Random Battle Encounters
Random battle encounters are a hallmark feature in many JRPGs, such as the Final Fantasy and Dragon Quest series. Generally speaking, the way it works is that with each step the player takes, there is a random chance that an enemy encounter will occur. The exact details are different depending on the game. For example, according to the Final Fantasy Wiki site, in earlier games, there “is a small chance that a random encounter will initiate” after each step, so theoretically, it would be possible for the player to go through an entire dungeon with no enemy encounters at all. Later games generate a random number in a given range after each battle. The number represents the number of steps before the next battle. Games such as Octopath Traveler increase the chances of an enemy encounter under certain conditions, such as if the player is sprinting on the map rather than walking.
In addition to encounter frequency, another random mechanism in many JRPGs is which enemies show up in each encounter. The player might encounter some enemies only rarely, which can be an extra challenge if that enemy drops valuable loot or if the game has some sort of bestiary system that keeps track of enemies that the player has defeated.
Randomly Generated Levels
Some games have randomly-generated levels and dungeons, so that each playthrough provides a different experience. The actual procedure for generating them can involve complicated code, but underneath it all is random number generation. Examples of RPGs with random level generation include:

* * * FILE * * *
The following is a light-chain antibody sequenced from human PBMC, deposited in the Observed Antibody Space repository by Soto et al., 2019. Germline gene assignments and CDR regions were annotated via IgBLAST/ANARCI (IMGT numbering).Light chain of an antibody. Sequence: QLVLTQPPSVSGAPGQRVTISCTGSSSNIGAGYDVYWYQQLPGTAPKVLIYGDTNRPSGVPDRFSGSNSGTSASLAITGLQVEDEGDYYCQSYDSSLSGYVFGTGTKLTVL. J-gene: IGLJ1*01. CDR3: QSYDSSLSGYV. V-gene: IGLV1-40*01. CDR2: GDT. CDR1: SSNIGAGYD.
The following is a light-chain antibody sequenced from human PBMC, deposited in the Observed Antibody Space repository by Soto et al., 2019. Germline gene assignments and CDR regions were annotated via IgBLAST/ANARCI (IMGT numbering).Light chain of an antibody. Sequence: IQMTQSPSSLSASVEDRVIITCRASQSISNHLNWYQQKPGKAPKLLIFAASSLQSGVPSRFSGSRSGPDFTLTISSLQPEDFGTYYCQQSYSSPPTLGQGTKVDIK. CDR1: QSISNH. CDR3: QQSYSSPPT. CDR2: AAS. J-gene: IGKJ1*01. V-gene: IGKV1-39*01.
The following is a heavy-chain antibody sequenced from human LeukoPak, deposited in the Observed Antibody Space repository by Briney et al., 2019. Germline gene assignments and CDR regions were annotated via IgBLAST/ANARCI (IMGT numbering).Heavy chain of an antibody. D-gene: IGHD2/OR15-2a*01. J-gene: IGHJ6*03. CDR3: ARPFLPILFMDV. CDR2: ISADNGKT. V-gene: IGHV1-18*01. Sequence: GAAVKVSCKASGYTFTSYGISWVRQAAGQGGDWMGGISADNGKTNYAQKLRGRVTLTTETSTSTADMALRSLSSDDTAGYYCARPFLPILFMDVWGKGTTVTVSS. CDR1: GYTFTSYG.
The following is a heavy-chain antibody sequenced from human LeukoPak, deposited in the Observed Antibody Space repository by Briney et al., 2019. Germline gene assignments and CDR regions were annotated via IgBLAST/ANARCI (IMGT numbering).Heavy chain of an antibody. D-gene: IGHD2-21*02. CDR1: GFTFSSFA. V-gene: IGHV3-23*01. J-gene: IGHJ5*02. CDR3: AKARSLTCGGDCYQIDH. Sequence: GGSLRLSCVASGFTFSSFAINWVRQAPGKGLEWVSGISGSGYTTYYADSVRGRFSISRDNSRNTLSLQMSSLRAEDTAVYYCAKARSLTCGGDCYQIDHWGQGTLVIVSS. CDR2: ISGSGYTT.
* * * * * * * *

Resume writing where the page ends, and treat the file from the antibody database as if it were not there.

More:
- Rogue-like dungeon crawler games, such as Dreamcast’s Evolution, feature randomly generated dungeon maps as a centerpiece of the genre. Action-RPG Binding of Isaac also randomly generates levels (though I have seen some dispute as to whether it’s an RPG).
- The popular JRPG Persona series includes some randomly generated dungeon levels in several of its games.
Interactions with Non-Playable Characters (NPCs)
In some games, certain interactions with NPCs might involve randomness. For example, some Fallout and Elder Scrolls games have dialog systems allowing players to get different outcomes from NPC conversations. The conversations are usually based on a speech or charisma skill. If the player invests in that skill, there’s a chance that the player persuades the NPC towards a different result, based on the selected dialog choices. A higher speech skill might open dialog options that yield a high chance of getting a reward or desired action. Even with a high skill level, the player might still fail, leading to an unsatisfactory conclusion to the conversation.
Octopath Traveler also has NPC interactions that are governed by random chance. Certain characters can attempt to steal items from NPCs. The player has a much lower chance of stealing rare items, even as low as 3% in some cases!
These are just a few examples of randomness in RPGs, and there are many more. Please feel free to share others in the comments.
Hopefully this article helps you better understand why randomness is so important in RPGs. If you’re learning about this topic in a programming class, maybe you’re inspired to use it in your own games!